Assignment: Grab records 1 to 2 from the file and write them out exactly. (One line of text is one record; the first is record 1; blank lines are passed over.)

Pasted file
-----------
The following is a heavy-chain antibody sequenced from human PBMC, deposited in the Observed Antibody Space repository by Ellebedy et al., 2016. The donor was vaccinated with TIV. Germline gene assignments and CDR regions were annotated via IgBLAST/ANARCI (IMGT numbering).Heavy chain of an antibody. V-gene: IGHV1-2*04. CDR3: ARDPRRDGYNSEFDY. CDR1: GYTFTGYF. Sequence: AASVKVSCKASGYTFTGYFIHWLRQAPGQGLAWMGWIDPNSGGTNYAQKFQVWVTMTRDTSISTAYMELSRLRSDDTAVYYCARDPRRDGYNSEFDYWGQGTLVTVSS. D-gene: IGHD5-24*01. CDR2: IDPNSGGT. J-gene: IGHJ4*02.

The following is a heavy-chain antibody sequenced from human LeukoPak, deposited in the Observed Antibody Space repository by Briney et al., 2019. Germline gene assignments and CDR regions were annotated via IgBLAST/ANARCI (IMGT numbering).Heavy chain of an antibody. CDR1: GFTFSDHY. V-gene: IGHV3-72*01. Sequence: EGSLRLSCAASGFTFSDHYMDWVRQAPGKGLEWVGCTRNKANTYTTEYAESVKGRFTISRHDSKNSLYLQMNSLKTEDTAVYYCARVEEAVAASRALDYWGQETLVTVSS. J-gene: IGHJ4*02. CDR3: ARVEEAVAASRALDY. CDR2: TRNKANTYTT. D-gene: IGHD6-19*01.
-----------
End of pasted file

The following is a heavy-chain antibody sequenced from human PBMC, deposited in the Observed Antibody Space repository by Ellebedy et al., 2016. The donor was vaccinated with TIV. Germline gene assignments and CDR regions were annotated via IgBLAST/ANARCI (IMGT numbering).Heavy chain of an antibody. V-gene: IGHV1-2*04. CDR3: ARDPRRDGYNSEFDY. CDR1: GYTFTGYF. Sequence: AASVKVSCKASGYTFTGYFIHWLRQAPGQGLAWMGWIDPNSGGTNYAQKFQVWVTMTRDTSISTAYMELSRLRSDDTAVYYCARDPRRDGYNSEFDYWGQGTLVTVSS. D-gene: IGHD5-24*01. CDR2: IDPNSGGT. J-gene: IGHJ4*02.

The following is a heavy-chain antibody sequenced from human LeukoPak, deposited in the Observed Antibody Space repository by Briney et al., 2019. Germline gene assignments and CDR regions were annotated via IgBLAST/ANARCI (IMGT numbering).Heavy chain of an antibody. CDR1: GFTFSDHY. V-gene: IGHV3-72*01. Sequence: EGSLRLSCAASGFTFSDHYMDWVRQAPGKGLEWVGCTRNKANTYTTEYAESVKGRFTISRHDSKNSLYLQMNSLKTEDTAVYYCARVEEAVAASRALDYWGQETLVTVSS. J-gene: IGHJ4*02. CDR3: ARVEEAVAASRALDY. CDR2: TRNKANTYTT. D-gene: IGHD6-19*01.